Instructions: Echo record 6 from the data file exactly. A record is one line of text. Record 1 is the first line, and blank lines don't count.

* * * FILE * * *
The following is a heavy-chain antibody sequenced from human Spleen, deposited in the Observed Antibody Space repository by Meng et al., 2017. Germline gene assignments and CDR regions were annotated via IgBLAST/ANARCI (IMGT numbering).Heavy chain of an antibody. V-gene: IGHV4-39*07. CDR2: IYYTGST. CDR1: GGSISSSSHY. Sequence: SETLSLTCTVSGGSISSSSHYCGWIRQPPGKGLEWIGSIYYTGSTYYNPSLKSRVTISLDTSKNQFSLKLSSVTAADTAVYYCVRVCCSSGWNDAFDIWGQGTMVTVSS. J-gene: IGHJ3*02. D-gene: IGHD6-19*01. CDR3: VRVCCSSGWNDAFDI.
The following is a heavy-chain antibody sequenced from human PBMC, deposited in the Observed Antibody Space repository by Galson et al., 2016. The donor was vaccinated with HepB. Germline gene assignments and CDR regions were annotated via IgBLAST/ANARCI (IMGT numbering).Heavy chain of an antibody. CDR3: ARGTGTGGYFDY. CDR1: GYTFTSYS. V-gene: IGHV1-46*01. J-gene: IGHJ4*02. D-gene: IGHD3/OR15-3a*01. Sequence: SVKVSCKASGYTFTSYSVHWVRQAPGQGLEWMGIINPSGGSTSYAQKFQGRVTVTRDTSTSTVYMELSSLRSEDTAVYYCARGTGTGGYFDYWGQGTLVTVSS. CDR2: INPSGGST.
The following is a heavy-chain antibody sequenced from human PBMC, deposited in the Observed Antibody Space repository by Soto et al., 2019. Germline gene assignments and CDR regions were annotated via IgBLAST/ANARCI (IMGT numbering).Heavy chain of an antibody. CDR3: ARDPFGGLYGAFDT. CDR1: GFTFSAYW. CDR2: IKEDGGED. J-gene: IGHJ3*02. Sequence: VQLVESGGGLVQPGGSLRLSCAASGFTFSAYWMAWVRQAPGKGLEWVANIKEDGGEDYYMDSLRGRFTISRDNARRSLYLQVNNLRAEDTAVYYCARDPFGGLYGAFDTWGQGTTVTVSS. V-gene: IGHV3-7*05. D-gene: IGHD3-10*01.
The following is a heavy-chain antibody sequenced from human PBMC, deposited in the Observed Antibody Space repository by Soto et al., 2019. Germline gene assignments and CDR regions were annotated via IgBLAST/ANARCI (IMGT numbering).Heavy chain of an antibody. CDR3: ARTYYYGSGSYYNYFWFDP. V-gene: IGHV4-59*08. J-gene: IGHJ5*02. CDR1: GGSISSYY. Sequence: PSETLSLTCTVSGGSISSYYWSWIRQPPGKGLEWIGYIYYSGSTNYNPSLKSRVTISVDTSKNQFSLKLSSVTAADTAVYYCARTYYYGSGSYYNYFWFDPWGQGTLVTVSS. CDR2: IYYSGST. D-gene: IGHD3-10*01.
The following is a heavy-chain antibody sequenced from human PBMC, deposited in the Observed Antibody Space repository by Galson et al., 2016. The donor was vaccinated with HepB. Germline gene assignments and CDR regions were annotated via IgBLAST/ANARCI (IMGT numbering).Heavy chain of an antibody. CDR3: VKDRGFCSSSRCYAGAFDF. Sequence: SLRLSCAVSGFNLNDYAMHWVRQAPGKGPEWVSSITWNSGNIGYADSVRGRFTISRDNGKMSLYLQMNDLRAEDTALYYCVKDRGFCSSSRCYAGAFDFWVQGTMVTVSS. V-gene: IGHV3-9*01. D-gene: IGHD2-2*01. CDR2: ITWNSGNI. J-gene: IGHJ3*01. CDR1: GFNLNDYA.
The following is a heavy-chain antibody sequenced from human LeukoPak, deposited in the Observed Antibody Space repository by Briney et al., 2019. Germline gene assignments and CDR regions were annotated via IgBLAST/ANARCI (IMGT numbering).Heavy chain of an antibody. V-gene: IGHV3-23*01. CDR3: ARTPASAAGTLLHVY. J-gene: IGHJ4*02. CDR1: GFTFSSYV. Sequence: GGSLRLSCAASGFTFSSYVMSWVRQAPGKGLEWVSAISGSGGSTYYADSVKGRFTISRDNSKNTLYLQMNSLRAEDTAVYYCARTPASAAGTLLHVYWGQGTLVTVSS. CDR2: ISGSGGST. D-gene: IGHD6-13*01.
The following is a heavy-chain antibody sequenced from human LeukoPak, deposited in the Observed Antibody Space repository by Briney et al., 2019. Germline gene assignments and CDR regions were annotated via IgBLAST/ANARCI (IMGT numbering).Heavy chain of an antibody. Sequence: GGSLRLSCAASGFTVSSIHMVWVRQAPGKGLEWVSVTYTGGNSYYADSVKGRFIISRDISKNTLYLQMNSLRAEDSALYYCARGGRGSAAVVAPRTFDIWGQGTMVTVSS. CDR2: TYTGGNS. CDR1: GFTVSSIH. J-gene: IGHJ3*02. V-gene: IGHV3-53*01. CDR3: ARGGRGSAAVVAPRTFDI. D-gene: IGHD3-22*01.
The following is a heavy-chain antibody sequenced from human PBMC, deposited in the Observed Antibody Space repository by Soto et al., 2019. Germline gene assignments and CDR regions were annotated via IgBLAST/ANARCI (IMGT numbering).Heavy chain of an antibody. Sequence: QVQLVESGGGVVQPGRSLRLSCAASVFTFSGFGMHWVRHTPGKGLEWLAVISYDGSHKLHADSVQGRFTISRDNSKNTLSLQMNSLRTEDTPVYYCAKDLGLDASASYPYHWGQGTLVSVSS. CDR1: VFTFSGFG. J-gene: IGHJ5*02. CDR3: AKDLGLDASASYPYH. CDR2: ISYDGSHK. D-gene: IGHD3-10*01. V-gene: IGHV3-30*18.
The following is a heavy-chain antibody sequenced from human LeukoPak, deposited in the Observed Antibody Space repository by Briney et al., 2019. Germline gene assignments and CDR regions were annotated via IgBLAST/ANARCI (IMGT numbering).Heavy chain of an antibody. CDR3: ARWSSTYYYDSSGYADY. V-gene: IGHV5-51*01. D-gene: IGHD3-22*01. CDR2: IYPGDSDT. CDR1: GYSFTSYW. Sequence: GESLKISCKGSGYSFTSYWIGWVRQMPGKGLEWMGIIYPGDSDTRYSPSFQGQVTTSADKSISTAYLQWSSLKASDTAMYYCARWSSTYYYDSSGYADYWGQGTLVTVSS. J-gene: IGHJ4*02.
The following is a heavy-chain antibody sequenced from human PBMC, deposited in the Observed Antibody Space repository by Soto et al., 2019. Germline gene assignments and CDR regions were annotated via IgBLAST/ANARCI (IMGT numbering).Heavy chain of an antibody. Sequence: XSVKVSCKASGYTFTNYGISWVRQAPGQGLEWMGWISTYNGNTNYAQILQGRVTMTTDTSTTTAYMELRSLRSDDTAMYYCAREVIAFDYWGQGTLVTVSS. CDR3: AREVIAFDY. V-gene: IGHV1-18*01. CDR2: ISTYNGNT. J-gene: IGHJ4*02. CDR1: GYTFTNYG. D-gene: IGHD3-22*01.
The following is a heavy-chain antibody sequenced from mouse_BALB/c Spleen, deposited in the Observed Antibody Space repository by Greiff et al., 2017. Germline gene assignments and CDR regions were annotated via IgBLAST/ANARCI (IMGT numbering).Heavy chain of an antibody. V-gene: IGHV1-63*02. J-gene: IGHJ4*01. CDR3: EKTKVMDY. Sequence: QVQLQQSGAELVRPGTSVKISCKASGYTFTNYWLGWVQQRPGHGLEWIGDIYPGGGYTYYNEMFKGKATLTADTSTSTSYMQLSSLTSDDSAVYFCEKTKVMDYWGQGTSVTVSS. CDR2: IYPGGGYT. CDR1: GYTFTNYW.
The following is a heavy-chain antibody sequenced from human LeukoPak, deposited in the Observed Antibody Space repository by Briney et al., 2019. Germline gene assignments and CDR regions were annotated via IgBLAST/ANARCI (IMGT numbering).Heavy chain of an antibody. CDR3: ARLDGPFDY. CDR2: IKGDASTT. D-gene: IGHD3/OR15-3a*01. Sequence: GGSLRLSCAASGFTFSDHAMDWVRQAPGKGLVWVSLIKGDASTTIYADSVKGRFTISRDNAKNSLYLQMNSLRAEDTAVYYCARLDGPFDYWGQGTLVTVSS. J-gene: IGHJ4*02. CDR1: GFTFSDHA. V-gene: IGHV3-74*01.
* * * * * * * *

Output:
The following is a heavy-chain antibody sequenced from human LeukoPak, deposited in the Observed Antibody Space repository by Briney et al., 2019. Germline gene assignments and CDR regions were annotated via IgBLAST/ANARCI (IMGT numbering).Heavy chain of an antibody. V-gene: IGHV3-23*01. CDR3: ARTPASAAGTLLHVY. J-gene: IGHJ4*02. CDR1: GFTFSSYV. Sequence: GGSLRLSCAASGFTFSSYVMSWVRQAPGKGLEWVSAISGSGGSTYYADSVKGRFTISRDNSKNTLYLQMNSLRAEDTAVYYCARTPASAAGTLLHVYWGQGTLVTVSS. CDR2: ISGSGGST. D-gene: IGHD6-13*01.